Orison - the reason the water in your cabin is never cold is that it is not buried in underground pipes like at home. Nor is it sitting stationary in the pipe waiting for you to turn on a tap like at home. The water is constantly being recirculated, to keep the chlorine level up, and the pipes run in the ceilings of the passageways, and in machinery spaces, so they never get cooled. Plus the pumping add heat to the water.

 

Okay, that takes care of the specific concerns. Now a little about ship's water. Some is made from sea water by distillers, that actually boil the water and what you get is distilled water. Some is made from sea water by reverse osmosis, which presses sea water through a porous membrane at very high pressure, and the pores are sized so only water molecules (or smaller) can pass. This gives water that is potable, but is not distilled. Some is taken on at the various ports. This water must be certified to meet WHO or USPH standards before it is taken on, and a sample is taken first for testing in the medical center for bacteria. This shore water must be segregated from the rest of the ship's water until the test is complete (18-24 hours) and it is negative for bacteria.

 

Okay, so now we have 3 sources of water. Before any of this water gets to the storage tanks, it must be chlorinated to 2ppm, continually. Then, because it sits in the tanks, the chlorine dissipates, and when the tank is pumped around the ship, additional chlorine is added to maintain the 0.5ppm. Your local water board probably chlorinates once at the source (lake, well, river), and that is it. USPH requires continual monitoring, and continual dosing to keep the water safe to drink.

 

USPH also requires that each water tank, and 4 random locations around the ship (not to include ice makers) are tested for bacteria. What local water board comes to your house every few months to test your water?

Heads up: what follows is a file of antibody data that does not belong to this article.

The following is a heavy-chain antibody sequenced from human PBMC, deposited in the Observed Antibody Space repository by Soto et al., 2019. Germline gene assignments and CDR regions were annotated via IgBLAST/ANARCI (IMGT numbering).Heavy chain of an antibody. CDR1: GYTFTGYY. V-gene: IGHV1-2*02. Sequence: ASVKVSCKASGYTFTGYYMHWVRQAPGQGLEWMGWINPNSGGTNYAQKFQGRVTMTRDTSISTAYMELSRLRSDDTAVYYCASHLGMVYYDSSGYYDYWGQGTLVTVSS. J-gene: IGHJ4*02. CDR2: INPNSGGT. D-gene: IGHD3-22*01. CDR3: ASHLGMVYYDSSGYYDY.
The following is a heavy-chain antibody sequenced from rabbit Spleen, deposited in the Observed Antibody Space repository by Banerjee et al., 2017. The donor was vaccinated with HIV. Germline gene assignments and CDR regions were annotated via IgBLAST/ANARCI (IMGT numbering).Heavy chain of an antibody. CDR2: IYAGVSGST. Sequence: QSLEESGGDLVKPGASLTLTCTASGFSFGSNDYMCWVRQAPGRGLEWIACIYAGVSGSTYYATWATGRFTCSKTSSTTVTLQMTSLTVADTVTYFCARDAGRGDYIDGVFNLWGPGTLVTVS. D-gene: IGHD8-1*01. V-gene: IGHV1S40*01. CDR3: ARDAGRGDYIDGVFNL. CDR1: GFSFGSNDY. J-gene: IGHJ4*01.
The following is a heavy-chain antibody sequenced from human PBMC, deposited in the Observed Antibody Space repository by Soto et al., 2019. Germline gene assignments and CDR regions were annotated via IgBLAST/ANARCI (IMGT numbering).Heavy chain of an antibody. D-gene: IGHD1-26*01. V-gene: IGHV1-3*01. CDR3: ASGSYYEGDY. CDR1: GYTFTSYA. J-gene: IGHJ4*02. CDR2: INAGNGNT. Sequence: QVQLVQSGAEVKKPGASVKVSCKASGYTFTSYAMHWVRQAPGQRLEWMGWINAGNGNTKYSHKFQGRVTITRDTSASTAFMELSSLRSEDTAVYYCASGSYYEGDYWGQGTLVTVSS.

Cruise ship water is probably the safest water you can find, and that includes bottled water (does anyone remember the Perrier benzene problem?). Most bottled water is merely municipal water that is passed through a reverse osmosis machine. It may not always taste great (and water taste is one of the most subjective topics around), but it is always safe.

 

One last hint for those who don't like the taste of the water from the sink. Fill a pitcher or water bottle, leave it uncapped for an hour or so, and the chlorine will have dissipated and with it the taste.

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I don't drink the tap water but I do drink the water from the drink stations.

 

I absolutely am not going to buy bottled water (at any time, anywhere). And I sure as heck am not going to haul it onto the ship.

 

You can usually buy a small bottle for $1 from vendors in the ports.

 

Sorry to burst your bubble but the water from the drink Stations is the same tap water.

 

This is the same as people at home who wont drink the water in the bathroom but its okay in the kitchen sink, like there are different pipes or water coming in.

 

LMAO

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Sorry to burst your bubble but the water from the drink Stations is the same tap water.